Sylvia Garcia and Veronica Escobar won their primary races last night, putting them on the path to make history in the fall.
In the 173 years since Texas acquired statehood, the state has never elected a Latina woman to Congress. Now, it’s likely that the state will send its first two Latina representatives—current state Senator Sylvia Garcia and former El Paso county judge Veronica Escobar—to Capitol Hill.
In Texas’ 29th Congressional District, Garcia won over 60 percent of the vote in a primary race against six opponents, securing the Democratic nomination for a seat currently held by Rep. Gene Greene. In El Paso’s 16th Congressional District, Escobar easily secured the Democratic nomination for a house seat currently held by Rep. Beto O’Rourke, who is running for a Senate seat against Republican Senator Ted Cruz. Both of these districts are expected to go blue in the fall.
Garcia, who has served as a Texas state senator since 2013, is well known in Houston politics, and ran unsuccessfully against Rep. Green in 1992 for the seat she just won last night. During the primary, Rep. Green, who is retiring, endorsed her and stumped the campaign trail with her last weekend.
During a victory speech, Garcia made it clear that Latinos, long attacked by President Trump, are coming for the polls. “This is not my victory,” Garcia told a crowd of supporters yesterday. “This was for Latinos, who for too long have sat on the political sidelines while the president sits in the White House blaming all of our problems on immigrants.” Once elected, Garcia says she plans to advocate for a higher federal minimum wage and support legislative efforts to protect DACA recipients.
“We know that representation matters and that taking the first step to [elect] our first Latina for Congress is not just a milestone but a step for generations to come,” she told the Houston Chronicle after her win.
“People came out to vote because there’s a real concern about what is happening.”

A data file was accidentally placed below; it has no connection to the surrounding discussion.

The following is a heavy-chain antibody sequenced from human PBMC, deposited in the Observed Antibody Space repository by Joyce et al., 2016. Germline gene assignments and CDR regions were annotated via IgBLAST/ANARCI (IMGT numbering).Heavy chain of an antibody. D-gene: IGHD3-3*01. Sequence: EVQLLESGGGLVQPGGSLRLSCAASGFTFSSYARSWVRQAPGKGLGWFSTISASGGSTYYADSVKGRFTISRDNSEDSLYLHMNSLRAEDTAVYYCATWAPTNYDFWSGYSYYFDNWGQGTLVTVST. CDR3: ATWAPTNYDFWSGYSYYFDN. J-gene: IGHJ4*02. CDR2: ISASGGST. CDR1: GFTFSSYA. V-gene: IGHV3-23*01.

While speaking to the phone with Broadly today, Escobar—who received more than 60 percent of the vote from the 16th district before all the ballots had even been counted—acknowledged the immense significance of her win. “The victories that we celebrated last night are a triumph for diversity in a time where we need more diversity than ever,” Escobar said. “Now two women who are friends, as I consider Sylvia [Garcia] a friend, are going up [to Congress] in November, and it’s very likely we’ll do well.”
Escobar also noted the importance of two Latina women seeing notable political gains under a president who regularly disparages and scapegoats Latinx people. “I’ve been knocking on thousands of doors since I launched my campaign in August, and the number one concern folks have shared with me is what’s currently happening in Washington,” Escobar said. “People came out to vote because there’s a real concern about what is happening.”
Garcia and Escobar’s elections will also bolster Texas’ currently meager number of women policy-makers. While the huge state has 36 congressional districts, only three women currently represent the state in Congress. All three women representatives have served for decades; the most recent woman elected to the delegation, Republican Rep. Kay Granger, won in 1996.
Yesterday’s Democratic primary broke records for Democratic voter turnout, bringing Democratic Party leaders and candidates great hope for 2018, But Escobar warns that we can’t lose a sense of urgency. “We can’t rest. We won’t be able to continue this great streak by just thinking it’s going to continue organically,” she said. “We need to keep winning elections in 2018, in 2020, and beyond.”